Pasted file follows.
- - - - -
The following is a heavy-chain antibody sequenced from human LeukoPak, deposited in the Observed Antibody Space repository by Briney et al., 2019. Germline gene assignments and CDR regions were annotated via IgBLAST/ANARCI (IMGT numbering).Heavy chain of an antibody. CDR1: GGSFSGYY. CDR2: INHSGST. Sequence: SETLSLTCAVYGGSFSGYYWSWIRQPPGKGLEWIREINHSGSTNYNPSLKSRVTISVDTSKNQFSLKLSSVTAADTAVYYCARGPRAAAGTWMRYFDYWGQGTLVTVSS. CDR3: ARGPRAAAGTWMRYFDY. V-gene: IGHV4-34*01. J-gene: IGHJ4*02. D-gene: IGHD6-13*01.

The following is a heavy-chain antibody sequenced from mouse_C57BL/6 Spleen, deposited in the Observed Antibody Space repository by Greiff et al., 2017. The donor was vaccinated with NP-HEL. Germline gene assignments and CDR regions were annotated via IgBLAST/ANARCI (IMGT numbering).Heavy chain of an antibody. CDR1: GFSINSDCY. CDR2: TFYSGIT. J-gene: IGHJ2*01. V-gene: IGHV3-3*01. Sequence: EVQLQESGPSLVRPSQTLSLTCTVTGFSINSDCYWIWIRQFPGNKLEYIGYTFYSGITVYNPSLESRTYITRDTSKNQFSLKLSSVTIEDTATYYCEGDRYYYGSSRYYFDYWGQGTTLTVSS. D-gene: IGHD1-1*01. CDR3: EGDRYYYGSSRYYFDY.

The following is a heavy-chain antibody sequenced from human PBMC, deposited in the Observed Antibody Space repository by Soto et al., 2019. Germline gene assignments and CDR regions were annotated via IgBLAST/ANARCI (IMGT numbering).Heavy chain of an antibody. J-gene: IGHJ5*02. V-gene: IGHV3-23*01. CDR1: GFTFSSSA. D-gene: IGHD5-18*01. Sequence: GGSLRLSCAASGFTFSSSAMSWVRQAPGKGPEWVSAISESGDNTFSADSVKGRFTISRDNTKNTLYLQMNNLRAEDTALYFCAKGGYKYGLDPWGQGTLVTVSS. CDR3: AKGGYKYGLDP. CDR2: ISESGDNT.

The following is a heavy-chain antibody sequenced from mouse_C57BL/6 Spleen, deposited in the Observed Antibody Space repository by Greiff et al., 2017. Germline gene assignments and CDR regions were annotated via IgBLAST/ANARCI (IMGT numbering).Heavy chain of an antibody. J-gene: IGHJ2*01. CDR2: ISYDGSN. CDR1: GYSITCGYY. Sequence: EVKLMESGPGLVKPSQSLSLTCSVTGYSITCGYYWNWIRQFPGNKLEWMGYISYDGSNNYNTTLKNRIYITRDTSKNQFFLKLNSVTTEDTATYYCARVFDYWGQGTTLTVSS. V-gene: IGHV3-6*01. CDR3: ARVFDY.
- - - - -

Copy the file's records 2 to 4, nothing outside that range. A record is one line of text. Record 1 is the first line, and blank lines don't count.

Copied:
The following is a heavy-chain antibody sequenced from mouse_C57BL/6 Spleen, deposited in the Observed Antibody Space repository by Greiff et al., 2017. The donor was vaccinated with NP-HEL. Germline gene assignments and CDR regions were annotated via IgBLAST/ANARCI (IMGT numbering).Heavy chain of an antibody. CDR1: GFSINSDCY. CDR2: TFYSGIT. J-gene: IGHJ2*01. V-gene: IGHV3-3*01. Sequence: EVQLQESGPSLVRPSQTLSLTCTVTGFSINSDCYWIWIRQFPGNKLEYIGYTFYSGITVYNPSLESRTYITRDTSKNQFSLKLSSVTIEDTATYYCEGDRYYYGSSRYYFDYWGQGTTLTVSS. D-gene: IGHD1-1*01. CDR3: EGDRYYYGSSRYYFDY.

The following is a heavy-chain antibody sequenced from human PBMC, deposited in the Observed Antibody Space repository by Soto et al., 2019. Germline gene assignments and CDR regions were annotated via IgBLAST/ANARCI (IMGT numbering).Heavy chain of an antibody. J-gene: IGHJ5*02. V-gene: IGHV3-23*01. CDR1: GFTFSSSA. D-gene: IGHD5-18*01. Sequence: GGSLRLSCAASGFTFSSSAMSWVRQAPGKGPEWVSAISESGDNTFSADSVKGRFTISRDNTKNTLYLQMNNLRAEDTALYFCAKGGYKYGLDPWGQGTLVTVSS. CDR3: AKGGYKYGLDP. CDR2: ISESGDNT.

The following is a heavy-chain antibody sequenced from mouse_C57BL/6 Spleen, deposited in the Observed Antibody Space repository by Greiff et al., 2017. Germline gene assignments and CDR regions were annotated via IgBLAST/ANARCI (IMGT numbering).Heavy chain of an antibody. J-gene: IGHJ2*01. CDR2: ISYDGSN. CDR1: GYSITCGYY. Sequence: EVKLMESGPGLVKPSQSLSLTCSVTGYSITCGYYWNWIRQFPGNKLEWMGYISYDGSNNYNTTLKNRIYITRDTSKNQFFLKLNSVTTEDTATYYCARVFDYWGQGTTLTVSS. V-gene: IGHV3-6*01. CDR3: ARVFDY.